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2010 Nobel Prize: Mario Vargas Llosa

Club Read 2010

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1janeajones
Oct 7, 2010, 9:27am Top

Mario Vargas Llosa, the Peruvian novelist has won the Nobel Prize for literature.

http://www.nytimes.com/2010/10/08/books/08nobel.html

http://nobelprize.org/nobel_prizes/literature/laureates/2010/

2tomcatMurr
Oct 7, 2010, 1:04pm Top

A fantastic choice in my opinion! Bravo!

3dchaikin
Oct 7, 2010, 1:59pm Top

I want to read him...where do i start?

4rebeccanyc
Oct 7, 2010, 2:06pm Top

I agree! Bravo! One of my all-time favorites.

As for where to start, both of his (in my opinion) masterpieces are difficult, because of the interweaving of different characters and different stories, although completely worth it. They are The War at the End of the World (my favorite) and Conversation in the Cathedral (other people's favorite). I haven't read all the other Vargas Llosas that are in my library, but of the ones I have read I think I liked Death in the Andes the best.

5janeajones
Oct 7, 2010, 5:08pm Top

Aunt Julia and the Scriptwriter is semi-autobiographical and pretty funny as well.

6kidzdoc
Oct 7, 2010, 5:36pm Top

I loved Aunt Julia and the Scriptwriter, Conversation in the Cathedral (my favorite, but I haven't read The War at the End of the World yet), The Time of the Hero and The Feast of the Goat. All are quite different novels, though; The Feast of the Goat is a historical novel about the last days of Rafael Trujillo, the former dictator of the Dominican Republic, and it's a chilling and breath taking read; The Time of the Hero, Vargas Llosa's first novel, describes a scandal at a Peruvian military school that was quite controversial when it was originally published; Aunt Julia and the Scriptwriter, as Jane mentioned, is based on the young Vargas Llosa, in his days as a student and burgeoning writer, and his relationship with his older and recently divorced aunt; and The Conversation in the Cathedral looks at Peru in the 1950s, during the dictatorial rule of Manuel Odría, and the devastating effects that Odría's rule had on people in all levels of Peruvian society.

7lilisin
Oct 7, 2010, 8:26pm Top

For something different his work Pantaleon y las visitadoras (Captain Pantoja and the Special Service) is fantastic! My first work for him and I can't stop recommending it to people. Love love love.

So happy he won the Nobel Prize.

9dchaikin
Oct 7, 2010, 10:43pm Top

#4-to-8 - Great suggestions, and Murr thanks for the link. So many choices... If I'm feeling brave I might look for The War at the End of the World.

10kidzdoc
Oct 8, 2010, 7:19am Top

Fortunately for all of us MVL has a large body of work and he continues to write. His latest novel, El sueño del celta (The Celtic's Dream), will be published in Spanish on November 3rd; it's an "adventure that begins in the Congo in 1903 and ends in a jail in London in 1916."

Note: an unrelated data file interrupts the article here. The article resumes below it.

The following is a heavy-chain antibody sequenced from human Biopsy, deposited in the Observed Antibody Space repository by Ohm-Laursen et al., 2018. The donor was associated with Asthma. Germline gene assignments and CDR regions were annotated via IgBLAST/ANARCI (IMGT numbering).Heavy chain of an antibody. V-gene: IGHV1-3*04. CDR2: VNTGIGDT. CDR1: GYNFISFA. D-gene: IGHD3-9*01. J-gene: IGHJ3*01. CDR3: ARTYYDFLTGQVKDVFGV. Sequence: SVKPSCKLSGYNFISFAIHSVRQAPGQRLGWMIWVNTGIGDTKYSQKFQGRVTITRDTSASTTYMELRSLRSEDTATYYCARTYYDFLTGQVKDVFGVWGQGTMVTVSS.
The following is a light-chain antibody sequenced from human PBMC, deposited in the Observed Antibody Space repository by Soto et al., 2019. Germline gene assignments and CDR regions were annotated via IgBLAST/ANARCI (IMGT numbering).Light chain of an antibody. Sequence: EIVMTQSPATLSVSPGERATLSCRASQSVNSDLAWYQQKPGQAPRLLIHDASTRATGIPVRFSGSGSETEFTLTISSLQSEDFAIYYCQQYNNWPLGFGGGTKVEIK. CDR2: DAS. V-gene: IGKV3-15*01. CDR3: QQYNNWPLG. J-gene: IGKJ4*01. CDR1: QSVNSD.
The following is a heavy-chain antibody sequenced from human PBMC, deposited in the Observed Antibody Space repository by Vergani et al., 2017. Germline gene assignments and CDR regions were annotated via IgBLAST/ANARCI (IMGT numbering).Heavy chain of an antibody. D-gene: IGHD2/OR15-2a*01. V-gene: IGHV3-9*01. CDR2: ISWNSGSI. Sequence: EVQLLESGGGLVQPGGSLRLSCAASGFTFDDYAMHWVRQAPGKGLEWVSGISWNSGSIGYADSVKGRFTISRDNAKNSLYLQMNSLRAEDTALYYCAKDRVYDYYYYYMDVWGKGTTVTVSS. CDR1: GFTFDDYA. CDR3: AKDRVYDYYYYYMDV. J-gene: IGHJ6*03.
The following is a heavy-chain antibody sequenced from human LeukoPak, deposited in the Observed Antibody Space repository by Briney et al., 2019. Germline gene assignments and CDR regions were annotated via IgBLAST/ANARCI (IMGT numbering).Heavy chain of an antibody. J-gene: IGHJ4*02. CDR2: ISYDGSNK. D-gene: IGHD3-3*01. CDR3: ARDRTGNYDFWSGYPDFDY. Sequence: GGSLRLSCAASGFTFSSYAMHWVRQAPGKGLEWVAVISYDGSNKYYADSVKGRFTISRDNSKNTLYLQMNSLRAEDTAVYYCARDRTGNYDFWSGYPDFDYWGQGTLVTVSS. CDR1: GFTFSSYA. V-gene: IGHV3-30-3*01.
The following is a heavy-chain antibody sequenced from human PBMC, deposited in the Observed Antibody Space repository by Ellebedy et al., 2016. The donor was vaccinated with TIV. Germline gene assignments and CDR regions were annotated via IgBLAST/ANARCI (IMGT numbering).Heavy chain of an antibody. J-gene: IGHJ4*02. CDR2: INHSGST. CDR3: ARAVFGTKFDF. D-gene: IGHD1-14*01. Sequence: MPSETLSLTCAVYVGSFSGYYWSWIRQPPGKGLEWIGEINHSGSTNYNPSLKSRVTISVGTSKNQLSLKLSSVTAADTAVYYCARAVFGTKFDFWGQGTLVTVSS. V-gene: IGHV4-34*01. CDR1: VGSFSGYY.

11rebeccanyc
Oct 8, 2010, 7:24am Top

I already was looking forward to reading more Vargas LLosa (both books I own and books I have yet to buy), so this will be additional inspiration. I've ordered Time of the Hero and Captain Pantoja and the Special Service.

12kidzdoc
Edited: Oct 8, 2010, 9:20am Top

Today's online edition of the Guardian has a preview of an article about Mario Vargas Llosa by the novelist William Boyd that will appear in tomorrow's Guardian Review. I especially enjoyed and agreed with his comparison of Vargas Llosa to Gabriel García Márquez:

Vargas Llosa is very hard to classify and pin down as a writer: he has written short novels and very long novels, comic novels and deeply serious novels, straightforward realistic novels and recognisably South American "magic-realist" novels. Perhaps this unclassifiability has been seen as a disadvantage. Indeed, when one compares Vargas Llosa to his great South American literary rival Gabriel García Márquez one is reminded of Archilochus's old fox and hedgehog adage: "The fox knows many things, the hedgehog knows one big thing." Márquez, a hedgehog novelist if there ever was one, received his Nobel in 1982 at the age of 55. Vargas Llosa received his at the age of 74. Almost 30 years later the day of the fox has arrived – it inevitably comes around, even if it takes a little longer.


Mario Vargas Llosa: an unclassifiable Nobel winner

13polutropos
Oct 11, 2010, 7:21pm Top

I am glad that the Guardian list of the essential books includes The Bad Girl. It is generally acknowledged to be MVL's take on Madame Bovary, still one of the greatest novels of all time. MVL does some interesting things and I can see Flaubert nod approvingly from Pantheon.

14rebeccanyc
Oct 11, 2010, 7:27pm Top

Speaking of Madame Bovary, I've read good things about the new translation by Lydia Davis, whose translation of Swann's Way as part of the multitranslator Penguin edition of In Search of Lost Time finally got me to read the whole novel. Has anyone read it or thought of reading it?

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